Iran Election Guide

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The Iran Crisis (Day 16): What to Watch For Today

The Latest from Iran (27 June): Situation Normal. Move Along.

NEW Making Links: Extract from Martin Luther King’s “Letter from a Birmingham Jail”
UPDATED Iran: A Tale of Two Twitterers

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IRAN FLAGSaturday is likely to be a steady-as-she-goes day, as the regime tries to consolidate its hold on public space, and any political discussions occur in private.

The non-appearance of the Supreme Leader at Friday prayers sent a powerful message to Iranians. Ayatollah Khameini could stay away because the situation was returning to normal, with a reduction in the demonstrations on the streets and less vocal opposition from key politicians.

That's not to say there was nothing from the platform at Tehran University. Ayatollah Ahmed Khatami laid out the hard line to those who might continue to challenge the re-election of President Ahmadinejad. Protesters would be dealt with firmly and severely. Meanwhile, Grand Ayatollah Nasser Makarem-Shirazi pointed towards the possibilities of quieter negotiations with his reference to discussions to transform hostilities, antagonism and rivalries...into amity and cooperation among all parties". (See yesterday's analysis for more.)

This apparent tightening of the Government's grip was reinforced by two statements outside Iran yesterday. President Obama, at a press conference with German Chancellor Angela Merkel, again assumed his tough rhetorical stance against the post-election, but sharp readers should note that his anger was directed specifically against President Mahmoud Ahmadinejad, leaving the Iranian system relatively untouched, and that there was nothing to jeopardise a return to engagement if/when the crisis abates. Perhaps even more significantly, the British Government, after this week's flare-up of tensions with Tehran, issued a statement for a resolution of the situation by diplomatic means. Translation: London is now concluding that the Supreme Leader and the Government have re-asserted control, and they do not want a fight.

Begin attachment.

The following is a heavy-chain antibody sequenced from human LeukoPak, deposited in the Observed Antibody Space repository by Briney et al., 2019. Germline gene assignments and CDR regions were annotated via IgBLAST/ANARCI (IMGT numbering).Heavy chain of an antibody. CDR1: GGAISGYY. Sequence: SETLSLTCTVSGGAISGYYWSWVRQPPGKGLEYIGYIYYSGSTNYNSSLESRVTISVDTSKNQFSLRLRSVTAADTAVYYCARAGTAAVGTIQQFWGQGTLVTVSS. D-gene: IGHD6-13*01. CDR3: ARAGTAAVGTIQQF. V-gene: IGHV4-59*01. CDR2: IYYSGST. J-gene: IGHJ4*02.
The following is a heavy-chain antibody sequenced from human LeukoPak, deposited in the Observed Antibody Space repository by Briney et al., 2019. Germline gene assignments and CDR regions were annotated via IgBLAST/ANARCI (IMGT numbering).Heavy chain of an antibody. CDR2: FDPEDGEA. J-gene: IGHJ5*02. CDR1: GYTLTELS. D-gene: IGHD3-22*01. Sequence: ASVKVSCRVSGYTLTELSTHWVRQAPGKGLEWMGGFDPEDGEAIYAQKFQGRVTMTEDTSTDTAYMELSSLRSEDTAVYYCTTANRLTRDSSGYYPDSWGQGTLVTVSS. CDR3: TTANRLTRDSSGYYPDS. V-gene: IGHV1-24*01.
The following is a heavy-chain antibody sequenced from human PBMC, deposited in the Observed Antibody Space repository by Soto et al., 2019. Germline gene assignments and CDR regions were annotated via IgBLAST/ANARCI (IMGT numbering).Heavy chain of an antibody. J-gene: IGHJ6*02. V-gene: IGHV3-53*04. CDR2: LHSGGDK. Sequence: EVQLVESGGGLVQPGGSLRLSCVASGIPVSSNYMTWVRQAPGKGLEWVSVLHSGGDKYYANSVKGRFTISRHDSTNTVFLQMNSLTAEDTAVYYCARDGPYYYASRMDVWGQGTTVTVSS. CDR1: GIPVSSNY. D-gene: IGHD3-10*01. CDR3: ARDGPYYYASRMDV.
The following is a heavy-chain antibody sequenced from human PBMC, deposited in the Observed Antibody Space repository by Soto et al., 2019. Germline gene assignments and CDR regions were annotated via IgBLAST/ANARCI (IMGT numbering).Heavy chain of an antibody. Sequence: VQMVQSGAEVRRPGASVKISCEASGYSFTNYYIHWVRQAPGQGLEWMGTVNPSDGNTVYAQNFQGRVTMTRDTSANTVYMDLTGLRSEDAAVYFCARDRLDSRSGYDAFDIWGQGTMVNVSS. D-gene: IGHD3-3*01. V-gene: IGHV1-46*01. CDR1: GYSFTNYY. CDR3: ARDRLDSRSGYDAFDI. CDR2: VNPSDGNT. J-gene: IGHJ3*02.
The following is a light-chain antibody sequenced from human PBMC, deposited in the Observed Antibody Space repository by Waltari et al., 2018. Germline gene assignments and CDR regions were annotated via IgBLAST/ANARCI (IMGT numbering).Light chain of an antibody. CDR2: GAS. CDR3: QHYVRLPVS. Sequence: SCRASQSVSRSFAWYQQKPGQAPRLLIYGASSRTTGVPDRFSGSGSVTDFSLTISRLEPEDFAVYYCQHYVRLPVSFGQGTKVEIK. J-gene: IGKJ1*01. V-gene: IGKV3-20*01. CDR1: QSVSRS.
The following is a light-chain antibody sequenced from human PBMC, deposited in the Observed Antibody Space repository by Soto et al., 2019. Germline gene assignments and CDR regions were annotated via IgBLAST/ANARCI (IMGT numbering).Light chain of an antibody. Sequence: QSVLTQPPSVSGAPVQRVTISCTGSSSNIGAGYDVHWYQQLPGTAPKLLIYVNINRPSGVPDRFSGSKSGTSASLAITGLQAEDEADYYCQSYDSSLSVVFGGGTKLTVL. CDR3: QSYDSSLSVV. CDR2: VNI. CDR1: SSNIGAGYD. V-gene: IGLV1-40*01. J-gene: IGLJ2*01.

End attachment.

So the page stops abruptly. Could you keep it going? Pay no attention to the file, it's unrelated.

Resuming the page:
Still, as the media turns away from the Iran story and the regime portrays the confidence that all will soon be resolved (Press TV English is once more saying nothing in its news headlines, while offering analysis in its "Iran Today" programme on US interference), it's important to note that people are still finding the space to protest. Yesterday's public show of resistance was the release of green balloons into Iranian skies, and last night the cries of "God is Great" and "Death to the Dictator" again were heard from rooftops.

At the moment, however, that continuing anger and demand for change has little visible leadership. There are reports that Presidential candidate Mehdi Karroubi is now withdrawing from the public challenge, former President Khatami has been silent for a few days, and, most importantly, Mir Hossein Mousavi is severely restricted in his movement and communications. There is no sign yet this morning of any impact of his latest letter to his supporters.

One more persistent and important note. Ahmadinejad continues a relatively hermit-like political existence. Mark this down: even if the Iranian system comes out of this crisis relatively unchanged, with the election results upheld and unchanged, Ahmadinejad is already a lame duck in office.

Israel-Palestine: Hamas' Meshaal Makes His Move

Israel-Palestine: How Netanyahu Demolished the Plan A of the Peace Process

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Khaled_MeshaalImage4In a televised statement on Thursday, Hamas political director Khaled Meshaal rejected Israel’s peace proposal while hailing the US President Barack Obama’s “new language.”

With reconciliation talks with Fatah due to take place in Cairo on Sunday, Meshaal’s pragmatic speech should be interpreted as another links in a chain of moves to strengthen Washington’s hand and to put more pressure on Israel. Nevertheless, Meshaal did not bring any new ideas to the table but repeated Hamas' rhetorical position.

Meshaal took apart the recent speech by the Israeli Prime Minister, “The [Palestinian] state that Netanyahu talked about, with control on it by land, sea and air, is a freak entity and a big prison, not a country fit for a great people… Mr. Netanyahu offered merely self-governance under the name of a country”

As for Netanyahu's demand for Palestinians recognition of Israel, Meshaal responded: “The enemy's leaders call for a so-called Jewish state is a racist demand that is no different from calls by Italian Fascists and Hitler's Nazism.”

Meshaal offered no change in Hamas’s current political position, rejecting the demands of the US-EU-UN-Russia Quartet, “Dealing with Hamas and Palestinian resistance movements must be based on respecting the will of the Palestinian people and its democratic choice, not through putting conditions, such as those of the quartet” He continued to stand upon "the establishment of a Palestinian state, with Jerusalem as its capital, that has full sovereignty on the borders of 4 June 1967; the removal of all settlements; and the achievement of the right of return".

Having drawn a firm line against any movement towards Israel, Meshaal then praised Obama with a message for "the sake of the reconciliation talks":: “We appreciate Obama's new language towards Hamas. And it is the first step in the right direction towards a dialogue without conditions, and we welcome this.”